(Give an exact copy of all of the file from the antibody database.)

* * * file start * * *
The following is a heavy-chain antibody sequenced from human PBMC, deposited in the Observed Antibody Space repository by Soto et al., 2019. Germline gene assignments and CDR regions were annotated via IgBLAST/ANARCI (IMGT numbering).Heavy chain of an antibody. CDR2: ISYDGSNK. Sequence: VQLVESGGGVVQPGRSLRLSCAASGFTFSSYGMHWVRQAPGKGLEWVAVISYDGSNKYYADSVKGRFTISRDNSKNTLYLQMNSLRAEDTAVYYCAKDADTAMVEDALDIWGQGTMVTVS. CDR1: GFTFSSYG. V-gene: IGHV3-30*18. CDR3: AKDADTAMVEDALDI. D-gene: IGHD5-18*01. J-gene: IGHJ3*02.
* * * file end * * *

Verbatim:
The following is a heavy-chain antibody sequenced from human PBMC, deposited in the Observed Antibody Space repository by Soto et al., 2019. Germline gene assignments and CDR regions were annotated via IgBLAST/ANARCI (IMGT numbering).Heavy chain of an antibody. CDR2: ISYDGSNK. Sequence: VQLVESGGGVVQPGRSLRLSCAASGFTFSSYGMHWVRQAPGKGLEWVAVISYDGSNKYYADSVKGRFTISRDNSKNTLYLQMNSLRAEDTAVYYCAKDADTAMVEDALDIWGQGTMVTVS. CDR1: GFTFSSYG. V-gene: IGHV3-30*18. CDR3: AKDADTAMVEDALDI. D-gene: IGHD5-18*01. J-gene: IGHJ3*02.